Mugabe 'must be allowed to exercise his freedom of expression'

2016-09-14 07:38
President Robert Mugabe. (File: AFP)

President Robert Mugabe. (File: AFP)

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Harare - President Robert Mugabe's critics say he denies them freedom of expression but what about allowing the longtime president the right to exercise his?

That's the contorted argument being put forward in the star letter of Tuesday's Herald newspaper in Zimbabwe - and it demonstrates the lengths to which Mugabe supporters will go to defend a leader who is coming under the kind of pressure he's never previously seen during his 36 years in power.

Reacting to widespread criticism from activists at the president's attack on the judiciary earlier this month, letter-writer "John Sigauke" says Mugabe, 92, merely "expressed his opinion" and was exercising his own right to freedom of expression.

"President Mugabe still has a constitutional right to freedom of expression and opinion. He is still a human being like anybody else," the letter reads.

Pro-Mugabe stance  

Earlier this month Mugabe said Zimbabwe judges who'd given the go-ahead to protests were "negligent" and "reckless". Churches and opposition officials have demanded he retract those statements.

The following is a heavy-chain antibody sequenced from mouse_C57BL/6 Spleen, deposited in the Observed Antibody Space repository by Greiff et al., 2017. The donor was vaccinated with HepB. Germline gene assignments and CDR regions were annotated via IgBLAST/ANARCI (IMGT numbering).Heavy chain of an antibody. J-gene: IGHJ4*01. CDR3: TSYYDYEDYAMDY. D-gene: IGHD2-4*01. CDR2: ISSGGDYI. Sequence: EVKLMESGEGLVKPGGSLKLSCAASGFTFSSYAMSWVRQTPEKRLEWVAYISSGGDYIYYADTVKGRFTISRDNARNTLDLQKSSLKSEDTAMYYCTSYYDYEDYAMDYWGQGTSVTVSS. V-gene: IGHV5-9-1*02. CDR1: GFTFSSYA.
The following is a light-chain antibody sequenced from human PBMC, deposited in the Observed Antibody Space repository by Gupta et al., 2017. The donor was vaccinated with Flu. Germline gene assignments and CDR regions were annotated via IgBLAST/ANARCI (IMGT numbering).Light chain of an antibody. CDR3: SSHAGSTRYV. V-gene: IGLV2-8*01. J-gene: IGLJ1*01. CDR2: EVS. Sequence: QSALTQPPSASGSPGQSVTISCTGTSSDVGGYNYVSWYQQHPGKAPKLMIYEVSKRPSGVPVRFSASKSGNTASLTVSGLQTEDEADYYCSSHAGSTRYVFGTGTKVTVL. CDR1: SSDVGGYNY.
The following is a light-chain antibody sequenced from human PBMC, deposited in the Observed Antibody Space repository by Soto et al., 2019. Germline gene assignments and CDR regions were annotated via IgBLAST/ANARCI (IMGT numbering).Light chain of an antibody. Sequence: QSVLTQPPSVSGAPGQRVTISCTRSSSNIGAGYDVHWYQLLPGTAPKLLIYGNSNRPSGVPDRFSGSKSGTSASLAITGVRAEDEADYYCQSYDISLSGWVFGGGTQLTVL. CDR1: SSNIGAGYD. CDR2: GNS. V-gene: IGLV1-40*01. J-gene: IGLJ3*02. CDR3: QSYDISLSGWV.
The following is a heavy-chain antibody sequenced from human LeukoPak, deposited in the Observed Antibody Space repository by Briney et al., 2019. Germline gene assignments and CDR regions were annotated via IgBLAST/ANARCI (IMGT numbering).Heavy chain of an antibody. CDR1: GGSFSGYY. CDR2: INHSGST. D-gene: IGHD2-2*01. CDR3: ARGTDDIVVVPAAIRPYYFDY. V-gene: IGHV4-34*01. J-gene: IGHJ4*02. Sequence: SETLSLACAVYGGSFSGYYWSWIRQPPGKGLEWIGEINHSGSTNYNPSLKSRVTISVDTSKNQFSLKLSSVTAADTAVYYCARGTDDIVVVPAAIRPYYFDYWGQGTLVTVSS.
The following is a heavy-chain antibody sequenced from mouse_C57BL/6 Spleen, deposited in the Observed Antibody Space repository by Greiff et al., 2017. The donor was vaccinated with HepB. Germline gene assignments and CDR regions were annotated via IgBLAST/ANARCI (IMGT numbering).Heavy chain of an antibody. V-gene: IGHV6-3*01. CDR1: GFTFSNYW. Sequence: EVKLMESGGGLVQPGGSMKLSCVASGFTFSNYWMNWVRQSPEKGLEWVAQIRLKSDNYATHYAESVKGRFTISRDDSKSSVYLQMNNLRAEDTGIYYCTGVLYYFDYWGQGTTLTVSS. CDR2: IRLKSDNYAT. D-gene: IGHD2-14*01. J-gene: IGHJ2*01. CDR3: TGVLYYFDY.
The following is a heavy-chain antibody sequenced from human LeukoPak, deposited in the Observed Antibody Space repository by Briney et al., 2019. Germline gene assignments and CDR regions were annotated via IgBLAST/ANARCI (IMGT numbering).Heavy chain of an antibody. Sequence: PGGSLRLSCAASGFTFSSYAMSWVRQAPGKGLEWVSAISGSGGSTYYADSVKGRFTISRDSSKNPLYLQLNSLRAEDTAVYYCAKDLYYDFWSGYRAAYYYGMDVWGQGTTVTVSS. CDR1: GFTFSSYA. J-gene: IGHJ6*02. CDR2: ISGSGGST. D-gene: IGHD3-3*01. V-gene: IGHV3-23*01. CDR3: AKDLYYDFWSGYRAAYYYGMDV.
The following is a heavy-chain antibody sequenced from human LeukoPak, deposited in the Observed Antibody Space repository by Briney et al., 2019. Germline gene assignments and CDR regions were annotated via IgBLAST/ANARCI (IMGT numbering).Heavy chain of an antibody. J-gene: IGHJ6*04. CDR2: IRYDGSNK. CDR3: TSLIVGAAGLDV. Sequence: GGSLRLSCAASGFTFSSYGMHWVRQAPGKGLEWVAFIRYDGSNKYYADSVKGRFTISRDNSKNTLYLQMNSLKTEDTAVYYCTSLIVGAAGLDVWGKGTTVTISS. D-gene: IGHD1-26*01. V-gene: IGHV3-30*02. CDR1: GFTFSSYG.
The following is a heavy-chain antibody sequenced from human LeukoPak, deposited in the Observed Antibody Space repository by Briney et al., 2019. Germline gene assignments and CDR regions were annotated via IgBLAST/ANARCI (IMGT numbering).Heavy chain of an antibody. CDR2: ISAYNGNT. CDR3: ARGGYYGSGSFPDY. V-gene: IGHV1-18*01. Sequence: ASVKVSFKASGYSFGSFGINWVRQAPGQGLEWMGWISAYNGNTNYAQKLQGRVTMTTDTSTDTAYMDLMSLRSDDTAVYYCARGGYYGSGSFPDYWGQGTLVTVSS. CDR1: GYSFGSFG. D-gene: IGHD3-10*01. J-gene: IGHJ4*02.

There has long been a suspicion that Herald letters are written in-house or at least by members of Mugabe's Central Intelligence Organisation (CIO), since all printed correspondence to the paper reflects its overwhelmingly pro-Mugabe stance.

A quick Google search for "John Sigauke" shows he's crossed swords with reporters in the private press before. He is also named as the author of pro-Zanu-PF columns on local news website Bulawayo24.

"Being a president of Zimbabwe... does not take away the president's rights to express his personal opinion," says "Sigauke".

Mugabe insists the West is behind the current wave of on and off-line protests. Social media users in Zimbabwe have noticed a surge in the number of accounts set up by apparent Mugabe apologists, while many fear the proliferation of empty "egg" accounts reflects a new drive by the CIO to monitor Zimbabweans online.

Read more on:    robert mugabe  |  zimbabwe  |  zimbabwe protests  |  southern africa

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